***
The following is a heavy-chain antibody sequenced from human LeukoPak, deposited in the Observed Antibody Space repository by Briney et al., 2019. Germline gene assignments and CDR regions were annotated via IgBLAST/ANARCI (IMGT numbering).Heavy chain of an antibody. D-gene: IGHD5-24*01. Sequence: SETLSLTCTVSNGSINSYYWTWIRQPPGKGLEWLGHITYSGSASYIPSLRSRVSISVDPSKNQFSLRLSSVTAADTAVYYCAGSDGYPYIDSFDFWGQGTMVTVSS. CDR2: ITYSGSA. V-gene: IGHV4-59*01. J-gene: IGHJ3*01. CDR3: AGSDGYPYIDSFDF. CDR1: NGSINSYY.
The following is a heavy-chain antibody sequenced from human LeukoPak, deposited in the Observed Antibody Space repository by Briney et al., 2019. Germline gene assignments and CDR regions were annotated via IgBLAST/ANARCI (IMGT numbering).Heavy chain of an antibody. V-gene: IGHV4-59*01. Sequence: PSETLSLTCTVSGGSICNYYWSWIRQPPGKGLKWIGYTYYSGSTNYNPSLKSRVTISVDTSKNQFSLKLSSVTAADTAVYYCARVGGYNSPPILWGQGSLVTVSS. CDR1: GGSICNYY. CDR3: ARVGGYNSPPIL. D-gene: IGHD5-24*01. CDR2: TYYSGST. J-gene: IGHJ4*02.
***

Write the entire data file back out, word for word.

The following is a heavy-chain antibody sequenced from human LeukoPak, deposited in the Observed Antibody Space repository by Briney et al., 2019. Germline gene assignments and CDR regions were annotated via IgBLAST/ANARCI (IMGT numbering).Heavy chain of an antibody. D-gene: IGHD5-24*01. Sequence: SETLSLTCTVSNGSINSYYWTWIRQPPGKGLEWLGHITYSGSASYIPSLRSRVSISVDPSKNQFSLRLSSVTAADTAVYYCAGSDGYPYIDSFDFWGQGTMVTVSS. CDR2: ITYSGSA. V-gene: IGHV4-59*01. J-gene: IGHJ3*01. CDR3: AGSDGYPYIDSFDF. CDR1: NGSINSYY.
The following is a heavy-chain antibody sequenced from human LeukoPak, deposited in the Observed Antibody Space repository by Briney et al., 2019. Germline gene assignments and CDR regions were annotated via IgBLAST/ANARCI (IMGT numbering).Heavy chain of an antibody. V-gene: IGHV4-59*01. Sequence: PSETLSLTCTVSGGSICNYYWSWIRQPPGKGLKWIGYTYYSGSTNYNPSLKSRVTISVDTSKNQFSLKLSSVTAADTAVYYCARVGGYNSPPILWGQGSLVTVSS. CDR1: GGSICNYY. CDR3: ARVGGYNSPPIL. D-gene: IGHD5-24*01. CDR2: TYYSGST. J-gene: IGHJ4*02.